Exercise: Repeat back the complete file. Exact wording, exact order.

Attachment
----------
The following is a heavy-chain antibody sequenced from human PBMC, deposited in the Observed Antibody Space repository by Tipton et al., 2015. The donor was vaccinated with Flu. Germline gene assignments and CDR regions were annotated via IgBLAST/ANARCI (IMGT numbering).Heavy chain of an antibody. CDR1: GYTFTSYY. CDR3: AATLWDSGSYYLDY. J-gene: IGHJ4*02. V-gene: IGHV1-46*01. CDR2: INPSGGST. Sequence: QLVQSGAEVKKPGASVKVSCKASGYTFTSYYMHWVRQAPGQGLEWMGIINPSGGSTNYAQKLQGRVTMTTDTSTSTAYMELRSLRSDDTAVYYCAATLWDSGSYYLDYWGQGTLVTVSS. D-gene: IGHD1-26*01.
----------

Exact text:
The following is a heavy-chain antibody sequenced from human PBMC, deposited in the Observed Antibody Space repository by Tipton et al., 2015. The donor was vaccinated with Flu. Germline gene assignments and CDR regions were annotated via IgBLAST/ANARCI (IMGT numbering).Heavy chain of an antibody. CDR1: GYTFTSYY. CDR3: AATLWDSGSYYLDY. J-gene: IGHJ4*02. V-gene: IGHV1-46*01. CDR2: INPSGGST. Sequence: QLVQSGAEVKKPGASVKVSCKASGYTFTSYYMHWVRQAPGQGLEWMGIINPSGGSTNYAQKLQGRVTMTTDTSTSTAYMELRSLRSDDTAVYYCAATLWDSGSYYLDYWGQGTLVTVSS. D-gene: IGHD1-26*01.